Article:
Dear Dr. Reichwage,
I only go to my dentist when my teeth bother me. Now my dentist says I need to see a gum specialist for gum disease. My gums don’t hurt or bleed, except when he uses that measuring thing. I think he causes the bleeding and my gums are fine. Elizabeth K., New Haven
You are fortunate your dental team measures the pocket depths at the base of your teeth. Each tooth has 6 pocket sites (called the “sulcus”) to measure.
The sulcus measurements, combined with oral x-rays, indicate if you have periodontal disease and tell an important story about your health.
First, your dentist or hygienist does NOT cause the bleeding. The probe doesn’t break the skin, but it does go beyond where your toothbrush or floss can reach.
At the base of each pocket, the probe is coming into contact with an ulcerated area, caused by bacteria. These bacteria give off toxins that build plaque. Plaque hardens into calculus, which brushing or flossing cannot remove. ONLY a dental professional can remove it.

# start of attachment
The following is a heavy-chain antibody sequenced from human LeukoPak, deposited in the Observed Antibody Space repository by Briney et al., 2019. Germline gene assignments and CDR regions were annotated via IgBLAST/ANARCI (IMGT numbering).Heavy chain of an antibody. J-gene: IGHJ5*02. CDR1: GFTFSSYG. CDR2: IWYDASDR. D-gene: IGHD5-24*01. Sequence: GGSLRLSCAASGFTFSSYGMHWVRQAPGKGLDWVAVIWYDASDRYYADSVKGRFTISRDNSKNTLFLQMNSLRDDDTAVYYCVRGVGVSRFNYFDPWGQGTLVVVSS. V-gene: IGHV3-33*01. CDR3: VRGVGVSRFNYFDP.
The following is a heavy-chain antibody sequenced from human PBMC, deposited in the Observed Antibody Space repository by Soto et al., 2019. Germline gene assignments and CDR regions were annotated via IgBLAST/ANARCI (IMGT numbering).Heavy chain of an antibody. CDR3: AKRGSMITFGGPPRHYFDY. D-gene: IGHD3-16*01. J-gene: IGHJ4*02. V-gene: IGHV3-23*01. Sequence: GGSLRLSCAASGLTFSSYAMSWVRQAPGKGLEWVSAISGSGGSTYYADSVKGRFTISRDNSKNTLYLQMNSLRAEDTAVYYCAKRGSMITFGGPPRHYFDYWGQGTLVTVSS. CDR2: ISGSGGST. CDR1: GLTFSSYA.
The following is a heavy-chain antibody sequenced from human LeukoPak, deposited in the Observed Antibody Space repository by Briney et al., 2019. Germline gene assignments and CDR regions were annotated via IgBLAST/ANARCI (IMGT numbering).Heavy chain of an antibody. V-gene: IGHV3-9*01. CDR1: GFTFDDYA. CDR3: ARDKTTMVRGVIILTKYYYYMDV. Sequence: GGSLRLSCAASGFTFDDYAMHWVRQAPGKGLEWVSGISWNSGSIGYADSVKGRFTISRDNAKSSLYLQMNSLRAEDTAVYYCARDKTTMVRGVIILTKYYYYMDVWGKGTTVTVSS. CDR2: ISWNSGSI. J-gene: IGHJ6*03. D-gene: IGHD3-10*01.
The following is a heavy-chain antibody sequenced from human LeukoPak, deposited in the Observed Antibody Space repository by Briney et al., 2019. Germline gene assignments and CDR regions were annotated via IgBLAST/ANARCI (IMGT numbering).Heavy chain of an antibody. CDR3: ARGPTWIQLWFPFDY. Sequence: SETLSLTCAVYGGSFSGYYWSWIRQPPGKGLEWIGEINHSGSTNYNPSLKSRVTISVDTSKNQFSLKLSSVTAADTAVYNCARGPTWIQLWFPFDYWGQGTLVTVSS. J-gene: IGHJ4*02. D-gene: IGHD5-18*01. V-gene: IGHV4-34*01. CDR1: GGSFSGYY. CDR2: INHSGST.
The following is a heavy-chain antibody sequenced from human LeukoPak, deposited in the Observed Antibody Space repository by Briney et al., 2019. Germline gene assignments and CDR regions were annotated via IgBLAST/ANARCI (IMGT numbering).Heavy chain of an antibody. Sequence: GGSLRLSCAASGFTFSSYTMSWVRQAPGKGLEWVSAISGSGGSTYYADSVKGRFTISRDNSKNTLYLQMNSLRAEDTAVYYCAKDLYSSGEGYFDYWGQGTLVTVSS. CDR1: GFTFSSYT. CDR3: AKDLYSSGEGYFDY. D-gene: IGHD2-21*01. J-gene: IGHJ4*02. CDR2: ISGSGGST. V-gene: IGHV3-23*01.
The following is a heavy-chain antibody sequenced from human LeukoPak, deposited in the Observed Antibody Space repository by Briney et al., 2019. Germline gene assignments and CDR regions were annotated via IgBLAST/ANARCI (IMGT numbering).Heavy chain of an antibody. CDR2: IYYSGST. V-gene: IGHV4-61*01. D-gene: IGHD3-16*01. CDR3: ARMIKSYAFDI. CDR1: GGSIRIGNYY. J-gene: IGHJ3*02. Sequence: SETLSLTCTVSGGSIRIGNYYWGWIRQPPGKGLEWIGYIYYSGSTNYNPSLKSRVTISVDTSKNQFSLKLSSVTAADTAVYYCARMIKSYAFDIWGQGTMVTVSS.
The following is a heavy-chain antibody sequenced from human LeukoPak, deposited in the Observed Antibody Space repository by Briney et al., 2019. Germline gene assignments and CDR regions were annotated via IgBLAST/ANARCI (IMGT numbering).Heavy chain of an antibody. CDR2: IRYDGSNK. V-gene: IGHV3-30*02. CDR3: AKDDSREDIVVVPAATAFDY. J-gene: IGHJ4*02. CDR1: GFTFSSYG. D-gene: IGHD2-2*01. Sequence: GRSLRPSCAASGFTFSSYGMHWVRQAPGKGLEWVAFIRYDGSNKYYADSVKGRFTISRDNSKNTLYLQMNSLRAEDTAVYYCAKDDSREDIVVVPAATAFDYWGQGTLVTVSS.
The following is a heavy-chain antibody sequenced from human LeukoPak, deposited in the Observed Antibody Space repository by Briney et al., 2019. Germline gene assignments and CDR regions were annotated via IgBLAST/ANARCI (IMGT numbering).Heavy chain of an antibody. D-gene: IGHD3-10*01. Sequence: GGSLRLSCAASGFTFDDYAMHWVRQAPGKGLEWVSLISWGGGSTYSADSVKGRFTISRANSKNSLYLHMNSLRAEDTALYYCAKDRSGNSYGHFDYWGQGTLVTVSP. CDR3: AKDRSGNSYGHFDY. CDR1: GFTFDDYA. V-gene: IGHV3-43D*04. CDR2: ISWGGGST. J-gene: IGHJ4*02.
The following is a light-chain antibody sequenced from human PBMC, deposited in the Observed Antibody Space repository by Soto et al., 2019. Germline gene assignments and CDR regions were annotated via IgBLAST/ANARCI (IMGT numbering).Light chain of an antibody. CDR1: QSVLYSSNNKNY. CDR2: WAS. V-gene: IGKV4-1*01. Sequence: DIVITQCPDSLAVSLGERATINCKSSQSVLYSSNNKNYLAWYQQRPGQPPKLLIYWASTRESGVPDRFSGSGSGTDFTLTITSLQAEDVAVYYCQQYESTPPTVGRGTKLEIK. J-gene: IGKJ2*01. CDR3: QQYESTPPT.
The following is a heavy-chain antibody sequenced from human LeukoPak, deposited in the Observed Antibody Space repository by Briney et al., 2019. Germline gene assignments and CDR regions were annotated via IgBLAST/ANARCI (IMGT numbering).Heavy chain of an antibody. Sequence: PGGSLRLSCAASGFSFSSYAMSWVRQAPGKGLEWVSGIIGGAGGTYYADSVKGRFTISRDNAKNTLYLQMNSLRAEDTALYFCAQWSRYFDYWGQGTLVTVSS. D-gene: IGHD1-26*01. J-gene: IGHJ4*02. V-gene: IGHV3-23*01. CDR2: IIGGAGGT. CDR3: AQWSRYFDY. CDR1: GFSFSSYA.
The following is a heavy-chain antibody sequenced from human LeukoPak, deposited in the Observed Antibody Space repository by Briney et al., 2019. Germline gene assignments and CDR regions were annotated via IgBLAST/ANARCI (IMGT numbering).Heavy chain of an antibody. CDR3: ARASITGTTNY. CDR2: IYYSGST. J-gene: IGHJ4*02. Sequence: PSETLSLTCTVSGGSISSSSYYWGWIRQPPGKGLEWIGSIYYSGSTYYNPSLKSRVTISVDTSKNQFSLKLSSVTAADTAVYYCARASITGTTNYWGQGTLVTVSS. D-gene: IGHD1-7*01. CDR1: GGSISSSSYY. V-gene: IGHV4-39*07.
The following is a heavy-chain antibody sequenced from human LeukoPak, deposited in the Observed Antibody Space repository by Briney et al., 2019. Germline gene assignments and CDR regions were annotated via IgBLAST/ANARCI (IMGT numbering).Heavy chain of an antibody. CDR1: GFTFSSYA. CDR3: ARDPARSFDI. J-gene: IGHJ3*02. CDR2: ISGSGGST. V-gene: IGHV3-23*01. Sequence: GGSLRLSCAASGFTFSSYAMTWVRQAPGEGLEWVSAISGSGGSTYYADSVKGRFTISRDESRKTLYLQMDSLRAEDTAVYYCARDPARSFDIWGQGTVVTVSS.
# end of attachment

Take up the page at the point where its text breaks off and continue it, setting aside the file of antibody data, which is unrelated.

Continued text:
As calculus accumulates, bacteria residing in it keep your tissue inflamed. Toxins from the bacteria can accumulate in your blood stream and suppress your immune system, significantly increasing your risk of heart disease, stroke and diabetes, and low birth-weight babies.
Heed your dentist’s advice, Elizabeth: see the specialist! Excellent new treatment options are available, including bacteria-destroying laser therapy.
Periodontal disease is at epidemic proportions in America, and in some form, affects 80-90% of us. Currently incurable, symptoms may include:
pocket measurements beyond 3 mm, bleeding, puffy and/or sensitive gums, gums pulling away from the teeth, a bluish-red gum color (healthy gums are pink and stippled like an orange peel), bone loss, bad breath, bad taste, boils, abcesses, longer-looking, loose or shifting teeth. Or, you may not exhibit any symptoms!
Research shows that, for most periodontal patients, disease control requires re-treatment every 2-3 months. Also, regular dental visits catch or eliminate other problems. “An ounce of prevention….”is still the best dental medicine.
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